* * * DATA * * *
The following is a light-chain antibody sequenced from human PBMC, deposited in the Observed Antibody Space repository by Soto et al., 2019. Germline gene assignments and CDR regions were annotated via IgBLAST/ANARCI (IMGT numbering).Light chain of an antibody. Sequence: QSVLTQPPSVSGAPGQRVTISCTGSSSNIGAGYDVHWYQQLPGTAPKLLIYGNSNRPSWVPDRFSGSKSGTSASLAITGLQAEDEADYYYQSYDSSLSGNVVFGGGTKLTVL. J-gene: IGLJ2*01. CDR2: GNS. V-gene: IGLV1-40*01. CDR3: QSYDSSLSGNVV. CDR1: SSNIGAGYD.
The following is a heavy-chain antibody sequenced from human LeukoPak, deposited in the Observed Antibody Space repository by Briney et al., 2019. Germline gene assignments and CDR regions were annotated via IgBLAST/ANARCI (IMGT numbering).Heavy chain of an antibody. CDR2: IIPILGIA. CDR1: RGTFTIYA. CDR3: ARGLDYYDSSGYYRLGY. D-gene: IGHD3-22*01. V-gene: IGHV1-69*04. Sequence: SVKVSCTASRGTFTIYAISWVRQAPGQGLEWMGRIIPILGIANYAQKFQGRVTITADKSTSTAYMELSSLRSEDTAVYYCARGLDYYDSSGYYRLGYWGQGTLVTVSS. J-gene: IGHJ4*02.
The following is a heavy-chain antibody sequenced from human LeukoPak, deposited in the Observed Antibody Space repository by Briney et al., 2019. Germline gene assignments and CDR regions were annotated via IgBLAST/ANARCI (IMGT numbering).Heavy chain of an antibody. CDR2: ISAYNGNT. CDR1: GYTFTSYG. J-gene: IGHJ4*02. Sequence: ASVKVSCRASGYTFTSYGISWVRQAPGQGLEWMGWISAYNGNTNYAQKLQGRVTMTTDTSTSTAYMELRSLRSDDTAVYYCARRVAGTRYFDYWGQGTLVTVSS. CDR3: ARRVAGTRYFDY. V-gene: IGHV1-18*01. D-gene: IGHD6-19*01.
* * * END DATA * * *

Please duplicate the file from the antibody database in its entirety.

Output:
The following is a light-chain antibody sequenced from human PBMC, deposited in the Observed Antibody Space repository by Soto et al., 2019. Germline gene assignments and CDR regions were annotated via IgBLAST/ANARCI (IMGT numbering).Light chain of an antibody. Sequence: QSVLTQPPSVSGAPGQRVTISCTGSSSNIGAGYDVHWYQQLPGTAPKLLIYGNSNRPSWVPDRFSGSKSGTSASLAITGLQAEDEADYYYQSYDSSLSGNVVFGGGTKLTVL. J-gene: IGLJ2*01. CDR2: GNS. V-gene: IGLV1-40*01. CDR3: QSYDSSLSGNVV. CDR1: SSNIGAGYD.
The following is a heavy-chain antibody sequenced from human LeukoPak, deposited in the Observed Antibody Space repository by Briney et al., 2019. Germline gene assignments and CDR regions were annotated via IgBLAST/ANARCI (IMGT numbering).Heavy chain of an antibody. CDR2: IIPILGIA. CDR1: RGTFTIYA. CDR3: ARGLDYYDSSGYYRLGY. D-gene: IGHD3-22*01. V-gene: IGHV1-69*04. Sequence: SVKVSCTASRGTFTIYAISWVRQAPGQGLEWMGRIIPILGIANYAQKFQGRVTITADKSTSTAYMELSSLRSEDTAVYYCARGLDYYDSSGYYRLGYWGQGTLVTVSS. J-gene: IGHJ4*02.
The following is a heavy-chain antibody sequenced from human LeukoPak, deposited in the Observed Antibody Space repository by Briney et al., 2019. Germline gene assignments and CDR regions were annotated via IgBLAST/ANARCI (IMGT numbering).Heavy chain of an antibody. CDR2: ISAYNGNT. CDR1: GYTFTSYG. J-gene: IGHJ4*02. Sequence: ASVKVSCRASGYTFTSYGISWVRQAPGQGLEWMGWISAYNGNTNYAQKLQGRVTMTTDTSTSTAYMELRSLRSDDTAVYYCARRVAGTRYFDYWGQGTLVTVSS. CDR3: ARRVAGTRYFDY. V-gene: IGHV1-18*01. D-gene: IGHD6-19*01.